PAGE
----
inherited Nationals from Northern in Dundee and Midland in Perth
such as SN2 (DMS21V) seen in its home town on a
murky day in December 1985.
333 (YSX933W) on a town service in St Andrews in April
AL777 (MDS859V) at Stranraer Academy in
September 1994. This was one of a batch of 20 National 2's
that had been bought from Kelvin in 1988 to replace Seddon
Y-Types. Western went on to buy a further 29 National 1's from
Kelvin the following year as part of the Routemaster replacement
program. At that point they became the largest operator of
Nationals in Scotland even though they had never bought any new.
NPN12 (MSO12W) in Banff in July 1985.
- A filthy
N2 (EGB79T) from Central in Anderston X bus
station in Glasgow in March 1979. The first Eastern and Central
National 1's were delivered in this basic livery with a single
cream band. All subsequent National deliveries to the SBG had
more cream (such as Midland's MPN10 - next shot)
batch of Leyland National 1's were a mix of standard types and
B-types such as MPN10 (OLS810T) seen on a
Stirling local service in April 1979. All of Midland's
National 1's were originally allocated to adjacent Bannockburn
and Stirling depots.
- Highland took
two batches of National 2's as represented by N11
(AST153W) in Inverness bus station in May 1985.
- On formation in 1985 Kelvin received Nationals from Midland
and former Eastern ones at Baillieston. After deregulation in
the following year they started assembling a large fleet of
second hand examples from other SBG fleets. One such example
was N55 (AST159W), a former Highland vehicle,
seen leaving Glasgow's Buchanan Bus station on service to
Cumbernauld in July 1986.
- Eastern N585 (RFS585V) in Buchanan Bus
Station when new in July 1980.
- All of Eastern's National 1's started life in Airdrie but
several had migrated to the borders by the time that Lowland was
established in 1985. Lowland's 163 (GSX863T)
is seen in Galashiels bus station in December 1987.
- After deregulation, several operators in
the West of Scotland made a concerted challenge to the former
SBG companies. To visit Greenock was to step into the Wild
West - small operators by the dozen with minibuses having a
crack at Clydeside. Other operators such as
Inverclyde Transport preferred Nationals, even if according to
the traffic commissioner they were somewhat smokey.
Their KBU898P, a former Greater Manchester
vehicle, is seen at Port Glasgow in March 1990. They
eventually sold out to Clydeside and a handful of their
Nationals made it into Clydeside livery.
- John Morrow caused concern for Kelvin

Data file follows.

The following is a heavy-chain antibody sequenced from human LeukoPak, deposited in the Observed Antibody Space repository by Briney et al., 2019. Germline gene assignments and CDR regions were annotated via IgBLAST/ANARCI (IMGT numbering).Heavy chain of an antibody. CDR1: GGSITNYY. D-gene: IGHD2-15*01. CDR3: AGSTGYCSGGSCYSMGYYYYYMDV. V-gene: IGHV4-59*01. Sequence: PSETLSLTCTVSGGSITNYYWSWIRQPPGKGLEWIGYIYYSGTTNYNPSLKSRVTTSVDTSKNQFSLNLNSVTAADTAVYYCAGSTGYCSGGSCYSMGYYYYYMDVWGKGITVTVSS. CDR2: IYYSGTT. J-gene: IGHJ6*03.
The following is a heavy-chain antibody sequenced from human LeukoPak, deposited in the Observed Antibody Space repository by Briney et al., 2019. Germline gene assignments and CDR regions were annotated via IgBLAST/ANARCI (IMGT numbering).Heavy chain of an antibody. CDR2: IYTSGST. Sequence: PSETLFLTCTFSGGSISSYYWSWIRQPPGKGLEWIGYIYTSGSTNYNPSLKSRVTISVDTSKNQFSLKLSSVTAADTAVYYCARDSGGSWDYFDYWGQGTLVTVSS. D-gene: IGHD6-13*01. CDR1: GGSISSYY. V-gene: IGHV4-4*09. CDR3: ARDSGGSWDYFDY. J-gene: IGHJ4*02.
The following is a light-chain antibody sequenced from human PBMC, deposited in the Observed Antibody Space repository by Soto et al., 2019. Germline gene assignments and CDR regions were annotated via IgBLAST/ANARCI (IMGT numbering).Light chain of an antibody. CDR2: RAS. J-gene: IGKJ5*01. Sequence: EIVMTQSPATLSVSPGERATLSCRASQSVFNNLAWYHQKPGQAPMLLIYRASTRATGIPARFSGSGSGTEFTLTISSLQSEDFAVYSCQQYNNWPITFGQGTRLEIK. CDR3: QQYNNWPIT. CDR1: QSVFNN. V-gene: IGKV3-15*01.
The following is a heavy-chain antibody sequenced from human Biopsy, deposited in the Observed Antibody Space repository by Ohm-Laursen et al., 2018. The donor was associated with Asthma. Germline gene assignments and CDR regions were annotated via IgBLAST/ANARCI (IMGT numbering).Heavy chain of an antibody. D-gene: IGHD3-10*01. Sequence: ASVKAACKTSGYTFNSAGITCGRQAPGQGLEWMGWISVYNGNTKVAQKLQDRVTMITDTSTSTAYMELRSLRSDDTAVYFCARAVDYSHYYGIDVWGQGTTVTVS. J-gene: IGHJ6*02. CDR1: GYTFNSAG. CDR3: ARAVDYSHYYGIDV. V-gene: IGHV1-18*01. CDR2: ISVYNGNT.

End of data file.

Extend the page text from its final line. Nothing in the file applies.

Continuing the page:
around Clydebank and in the Vale of Leven until they sold out to
them. They too had a sizeable fleet of Nationals
such as LPB188P, a former Green Line example,
seen speeding down Great Western Rd on a route from Glasgow to
Drumchapel in January 1991.
- On the East side of Glasgow, Green of
Kirkintilloch established a network of routes that mirrored
those of Kelvin. Their WPT716R, a
former United Automobiles vehicle, is seen at Kirkintilloch
Cross heading for Glasgow from Campsie Glen in January 1990.
Not surprisingly they also sold out to Kelvin.
- Some SBG Nationals found new homes south of
border such as SNS823W of Sheaf Line, a former
Central vehicle, seen in Sheffield in July 1992.
- One of the earliest adopters of Nationals
in Scotland was AA Buses of Ayr. Their smart green
and cream livery could be seen adorning Nationals since 1972,
but C112GSJ seen here in Ayr bus station in May
1986, was one of the last ever delivered. AA
continued to operate the successor to the National, the Leyland
- McGill were another independent operator
who favoured the National. They regularly bought pairs of
Nationals, such as UGE388W, seen in an
unusually sunny Paisley in June 1983. They operated
on Paisley locals and an express to Glasgow until the company
sold out to Clydeside.
- In the late 1980's Stagecoach had
established itself as one of the major players in the UK bus
market. However they did not operate routes in their
home town of Perth. To see off the incumbent namely
Strathtay they established Perth Panther and drafted in
Nationals to compete on local services, such as GFX976N
seen in Perth in December 1989. The ploy worked and
Strathtay soon abandoned Perth. The irony is that
Stagecoach eventually bought Strathtay.
- Many Nationals, particularly from Fife,
were repainted into corporate stripes. Their
321 (RSG821V) is seen arriving in Dunfermline bus
station in December 1991 on the 19 from Ballingry. This
batch had been allocated to Cowdenbeath from new to operate this
- Stagecoach Ribble 398 (SNS822W)
in Lancaster bus station in December 1992.
This was a former SBG vehicle that had migrated south in
the Stagecoach empire. It was being used in
Lancaster as the dust settled after the bruising battle that had
seen Lancaster City Transport go under.
- Greater Glasgow PTE had a fleet of 20
National 1's such as LN8 (GGE163T) seen at
Parkhead depot in July 1983. These vehicles
were notoriously difficult to see as they were used on routes
that didn't serve the city centre, until in the twilight
of their career they appeared on the inter-station service.
Many of this batch continued in service with Southend Transport
but this example went to Green of Kirkintilloch.
- Grampian also bought 20 National 1's such
as 75 (KSO75P) seen in Aberdeen in July 1982.
These were dual-door versions, unusual for Scotland.
- Kelvin and Central were merged in 1990 to
form the originally named Kelvin Central Buses (or KCB or
<insert other name where appropriate>). Although there had
been an exodus of Nationals to Western, KCB still had some
original specimens such as 1130 (DMS27V) which
had started life at Midland's Stepps depot and was still there
10 years later in December 1990.
- Lothian had several small batches of
dual-door National 2's.
Their 143 (B143KSF) is seen in Edinburgh in